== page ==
My spouse needs at home care but I don’t. When should I seek your help in applying for Medicaid at Home?
If your spouse is eligible for Medicaid (click here for requirements) and if your combined remaining assets fall within the right range, you should begin the process right away. Click here to check your assets against the Medicaid “spend down” amounts for your state.

Often, a community spouse (the one not requesting services) can maintain half a couple’s liquid assets, subject to certain limits. As a couple, you do not necessarily need to spend all your assets to qualify for Medicaid. Many spouses wait too long and apply for Medicaid benefits much later than they could have. Your “spend down” period starts when the initial Medicaid application is submitted (or if you can document a prior 30-day nursing home stay). For a detailed example of this process in action, view our Case Study: Community Spouse.

Is a medical evaluation required to qualify for Medicaid at Home?
Yes. Once you apply for the program, a representative from the Alternate Care Unit will come to your home and conduct an evaluation to determine what services are needed to allow you (or your loved one) to stay safely in the home. During this evaluation, the representative will also determine if staying at home is cost effective in comparison to nursing home care.

If the evaluation determines that 24-hour care is not warranted, state programs are available that may be able to help you afford part-time care. However, these programs will only provide limited care at home.

How much will the state pay towards at home care?
Every state has limits; no state will pay more than the cost of staying in a nursing home. As an example, as of January 1, 2014, the State of Connecticut set a monthly cap of $5800 for at home care. If your representative decides that your necessary at home medical expenses exceed this amount, your family may be expected to pay the difference out of pocket, or your health care provider, if they accept Medicaid, may accept the set price provided by Medicaid.

Will Medicaid at Home pay family members to take care of relatives?
No. With very rare exceptions, family members are not eligible to be paid for health care.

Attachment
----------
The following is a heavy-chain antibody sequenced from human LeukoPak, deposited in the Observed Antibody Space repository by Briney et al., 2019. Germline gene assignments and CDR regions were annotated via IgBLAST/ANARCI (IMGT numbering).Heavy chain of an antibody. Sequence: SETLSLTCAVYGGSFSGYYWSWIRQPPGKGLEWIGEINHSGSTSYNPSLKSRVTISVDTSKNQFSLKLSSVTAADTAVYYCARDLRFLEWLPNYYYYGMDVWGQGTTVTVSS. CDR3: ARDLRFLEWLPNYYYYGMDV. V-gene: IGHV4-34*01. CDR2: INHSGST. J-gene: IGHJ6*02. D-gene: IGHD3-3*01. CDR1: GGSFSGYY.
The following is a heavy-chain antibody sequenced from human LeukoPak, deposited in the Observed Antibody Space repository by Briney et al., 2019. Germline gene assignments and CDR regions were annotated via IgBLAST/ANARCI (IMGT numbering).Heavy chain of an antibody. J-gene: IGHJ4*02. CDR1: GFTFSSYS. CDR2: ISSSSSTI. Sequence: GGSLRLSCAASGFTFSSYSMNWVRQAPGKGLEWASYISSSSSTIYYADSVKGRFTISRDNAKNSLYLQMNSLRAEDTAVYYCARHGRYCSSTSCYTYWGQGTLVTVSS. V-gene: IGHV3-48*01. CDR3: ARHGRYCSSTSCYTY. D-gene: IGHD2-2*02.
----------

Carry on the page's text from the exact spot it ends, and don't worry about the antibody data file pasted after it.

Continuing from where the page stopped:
Does Medicaid at Home cover mortgage, rent, or assisted living room and board?
No. Medicaid pays only for services and medical costs; federal law (42 CFR 441.360(b)) prohibits the state from using Medicaid funds to pay costs that are not for direct services. If you need help paying for room and board, mortgage, or rent, state rental subsidies do exist that can help residents of government-funded facilities meet these costs.

Do I contribute to the cost of at home care?
Once your home care is granted, you may need to pay applied income if your gross income is $1916 or higher. In some cases, medical premiums can be used to offset this income. For details, please speak to your Medicaid4You case manager.

If I apply for at home care but later need to switch to a long-term care facility, am I still covered by Medicaid at Home?
You will still be covered by Medicaid, but you will need to change programs from Medicaid at Home to Long Term Care Medicaid. If the change happens before the Medicaid is granted, it’s easy to change programs at no additional charge. If you have been receiving Medicaid at Home and later need to switch to a nursing home, you will need to initiate a program change. This process is relatively straightforward because your Medicaid criteria will have already been met.

I have another question not covered on this FAQs page – can I speak with someone?
We would be happy to answer your Medicaid application questions. Feel free to give us a call at 877-514-1102 or 860-657-3058 or fill out our contact form and a caseworker will contact you shortly with some help.